Silence and denial?

I'm sure by now lots of us have heard/read about the kid who jumped from the bridge yesterday and survived. I'm glad he's okay, I'm glad there was news coverage about it. What disturbs me about it is two-fold: the fact that he survived just might inspire others to try, "Hey, if he survived, why can't I?" And second: why is there so much coverage when somebody survives and little or no coverage when somebody dies? Yes, the ABC online story mentioned the fact that at least 1,500 people have died in the past and that there are 20-40 confirmed suicides a year, meaning 1 person every 10-14 days. But there is little coverage otherwise.

When Henry died, the editor of the local paper called the principal of his high school who told him that we did not want anything about Henry's death printed. He wasn't speaking for us (although, at that time, we did not want to go public), I think he was only thinking about covering the school's backside. The editor told him that the paper's policy was/is to print the story if it appeared in the San Francisco Chronicle. So, I checked the Chronicle for days - nothing. These suicides are not mentioned in the Chronicle when they happen. I guess the thinking here is: if we don't talk about it, it didn't happen and we don't have to do anything about it. I'm sure the GG Bridge Authority likes it that way.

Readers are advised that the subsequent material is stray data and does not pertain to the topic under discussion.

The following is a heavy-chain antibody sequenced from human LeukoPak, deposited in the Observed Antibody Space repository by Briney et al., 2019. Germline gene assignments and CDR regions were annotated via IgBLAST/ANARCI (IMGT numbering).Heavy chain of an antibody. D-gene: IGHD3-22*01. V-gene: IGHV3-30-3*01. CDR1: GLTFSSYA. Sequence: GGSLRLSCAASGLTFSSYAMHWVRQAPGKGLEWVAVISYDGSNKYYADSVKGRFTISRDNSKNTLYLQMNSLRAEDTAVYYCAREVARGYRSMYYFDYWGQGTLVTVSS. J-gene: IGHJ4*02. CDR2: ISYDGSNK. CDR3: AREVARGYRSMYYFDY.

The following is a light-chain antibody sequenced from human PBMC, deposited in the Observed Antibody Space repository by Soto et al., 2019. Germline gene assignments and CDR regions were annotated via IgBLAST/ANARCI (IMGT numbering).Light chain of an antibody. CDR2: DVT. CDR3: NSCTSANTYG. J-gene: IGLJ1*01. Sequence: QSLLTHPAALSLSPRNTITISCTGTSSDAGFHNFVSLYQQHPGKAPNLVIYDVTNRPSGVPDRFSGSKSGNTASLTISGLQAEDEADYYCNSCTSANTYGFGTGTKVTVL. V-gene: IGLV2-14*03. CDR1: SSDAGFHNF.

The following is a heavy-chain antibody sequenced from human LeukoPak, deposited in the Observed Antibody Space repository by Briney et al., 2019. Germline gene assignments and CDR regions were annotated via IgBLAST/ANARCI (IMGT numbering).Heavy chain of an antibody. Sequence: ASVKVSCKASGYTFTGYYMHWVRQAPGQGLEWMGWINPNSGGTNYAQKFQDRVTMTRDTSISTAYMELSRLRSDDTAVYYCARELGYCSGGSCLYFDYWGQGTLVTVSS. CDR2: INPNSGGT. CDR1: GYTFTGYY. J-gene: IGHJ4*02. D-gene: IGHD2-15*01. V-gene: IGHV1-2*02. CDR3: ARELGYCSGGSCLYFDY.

DH overheard 2 people talking in a bookstore this morning. The topic was the kid who jumped and one of the people (a woman) was very upset, "I had no idea there were so many suicides on that bridge. I've never heard about it. I didn't realize people fly here from all over the world to jump."

I guess the campaign of silence and denial is working very nicely.


Anonymous said...

I certainly hadn't heard of it, although I haven't read the WashPost today and have had the TV on CNN for Japan.

Anonymous said...

Yesterday's (3/12) WashPost had a tiny bit about it, taken from AP.